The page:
Flexibility | low (custom-ordered mirror) | high (catalog items) |

**Table 2.**Experimental parameters used to numerically calculate the upper limits on the coupling–mass relations. $(*)$ We note that the focal length of the inducing beam in the case of the narrow-angle setup must slightly vary in principle because of the nature of the parabolic mirror. However, since the incident position with respect to the focusing mirror does not vary a lot, for simplicity, we assume a common focal length to evaluate the sensitivity.

Parameters | Values |
---|---|

Two equal creation laser pulses | |

Central wavelength of creation laser ${\lambda}_{c}$ | 800 nm ($\omega $)/400 nm ($2\omega $)/267 nm (3$\omega $) |

Relative linewidth of creation laser, $\delta {\omega}_{c}/<{\omega}_{c}>$ | ${10}^{-2}$ |

Duration time of creation laser, ${\tau}_{c}$ | 40 fs |

Creation laser energy per ${\tau}_{c}$, ${E}_{c}$ | 1 mJ |

Beam diameter of creation laser beam, ${d}_{c}$ | 0.005 m |

Focal length of narrow-angle setup | ${f}_{c}=0.18$ m |

Focal length of large-angle setup | ${f}_{c}=0.10$ m |

Polarization | left-handed circular polarization |

One inducing laser pulse | |

Central wavelength of inducing laser ${\lambda}_{i}$ | 1064 nm ($\omega $)/532 nm ($2\omega $)/355 nm (3$\omega $) |

Relative linewidth of inducing laser, $\delta {\omega}_{i}/<{\omega}_{i}>$ | ${10}^{-4}$ |

Duration time of inducing laser beam, ${\tau}_{i}$ | 9 ns |

Inducing laser energy per ${\tau}_{i}$, ${E}_{i}$ | 100 mJ |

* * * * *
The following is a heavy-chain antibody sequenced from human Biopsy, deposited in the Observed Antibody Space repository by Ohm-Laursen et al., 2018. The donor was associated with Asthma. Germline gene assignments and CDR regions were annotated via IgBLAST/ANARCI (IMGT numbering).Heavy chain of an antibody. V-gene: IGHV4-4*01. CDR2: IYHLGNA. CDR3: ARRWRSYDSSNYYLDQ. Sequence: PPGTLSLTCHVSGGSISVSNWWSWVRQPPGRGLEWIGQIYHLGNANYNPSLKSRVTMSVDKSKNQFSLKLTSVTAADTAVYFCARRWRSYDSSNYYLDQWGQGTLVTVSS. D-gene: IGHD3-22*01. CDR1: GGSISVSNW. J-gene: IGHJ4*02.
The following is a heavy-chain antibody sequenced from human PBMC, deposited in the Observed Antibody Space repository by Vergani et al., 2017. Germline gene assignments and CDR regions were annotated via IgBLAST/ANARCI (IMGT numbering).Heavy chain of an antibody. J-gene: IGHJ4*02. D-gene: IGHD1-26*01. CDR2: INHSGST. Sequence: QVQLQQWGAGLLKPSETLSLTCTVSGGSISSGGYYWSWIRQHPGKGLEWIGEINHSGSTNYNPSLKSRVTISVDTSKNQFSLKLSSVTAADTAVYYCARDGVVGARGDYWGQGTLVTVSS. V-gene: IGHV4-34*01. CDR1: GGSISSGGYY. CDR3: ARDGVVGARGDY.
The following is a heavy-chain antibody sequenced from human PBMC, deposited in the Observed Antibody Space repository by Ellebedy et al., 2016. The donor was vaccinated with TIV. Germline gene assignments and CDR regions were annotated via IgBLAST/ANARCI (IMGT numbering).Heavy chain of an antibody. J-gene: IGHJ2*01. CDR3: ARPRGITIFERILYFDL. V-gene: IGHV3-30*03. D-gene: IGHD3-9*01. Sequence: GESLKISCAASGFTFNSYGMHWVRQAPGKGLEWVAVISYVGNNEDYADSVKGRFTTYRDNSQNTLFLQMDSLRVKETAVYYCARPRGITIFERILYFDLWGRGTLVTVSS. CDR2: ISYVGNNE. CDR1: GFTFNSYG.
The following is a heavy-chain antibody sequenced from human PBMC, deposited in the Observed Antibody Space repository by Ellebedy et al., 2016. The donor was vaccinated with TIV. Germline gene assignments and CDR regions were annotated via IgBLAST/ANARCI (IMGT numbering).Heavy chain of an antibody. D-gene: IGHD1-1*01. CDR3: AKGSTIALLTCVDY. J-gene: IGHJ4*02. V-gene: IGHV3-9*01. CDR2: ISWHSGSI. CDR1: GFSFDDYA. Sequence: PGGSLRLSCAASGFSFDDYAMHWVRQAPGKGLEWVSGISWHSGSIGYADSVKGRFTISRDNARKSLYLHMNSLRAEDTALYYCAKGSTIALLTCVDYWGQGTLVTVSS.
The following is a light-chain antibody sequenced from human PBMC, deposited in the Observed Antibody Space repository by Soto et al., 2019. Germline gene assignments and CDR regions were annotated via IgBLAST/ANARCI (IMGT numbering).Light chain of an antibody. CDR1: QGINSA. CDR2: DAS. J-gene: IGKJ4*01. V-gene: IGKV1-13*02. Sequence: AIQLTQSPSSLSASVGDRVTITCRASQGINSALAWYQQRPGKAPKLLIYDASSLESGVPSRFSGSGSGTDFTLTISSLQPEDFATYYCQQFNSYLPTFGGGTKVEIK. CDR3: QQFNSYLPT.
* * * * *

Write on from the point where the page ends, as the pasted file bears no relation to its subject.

Beam diameter of inducing laser beam, ${d}_{i}$ | $0.005$ m |

Focal length of narrow-angle setup $(*)$ | ${f}_{i}=0.19$ m |

Focal length of large-angle setup | ${f}_{i}=0.20$ m |

Polarization | right-handed circular polarization |

Overall detection efficiency, $\u03f5$ | 5% |

Number of shots per collision angle, ${N}_{shots}$ | ${10}^{4}$ shots |

$\delta {N}_{noise}$ | 50 |

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**MDPI and ACS Style**

Hasada, T.; Homma, K.; Kirita, Y.
Design and Construction of a Variable-Angle Three-Beam Stimulated Resonant Photon Collider toward eV-Scale ALP Search. *Universe* **2023**, *9*, 355.
https://doi.org/10.3390/universe9080355

**AMA Style**

Hasada T, Homma K, Kirita Y.
Design and Construction of a Variable-Angle Three-Beam Stimulated Resonant Photon Collider toward eV-Scale ALP Search. *Universe*. 2023; 9(8):355.
https://doi.org/10.3390/universe9080355

**Chicago/Turabian Style**

Hasada, Takumi, Kensuke Homma, and Yuri Kirita.
2023. "Design and Construction of a Variable-Angle Three-Beam Stimulated Resonant Photon Collider toward eV-Scale ALP Search" *Universe* 9, no. 8: 355.
https://doi.org/10.3390/universe9080355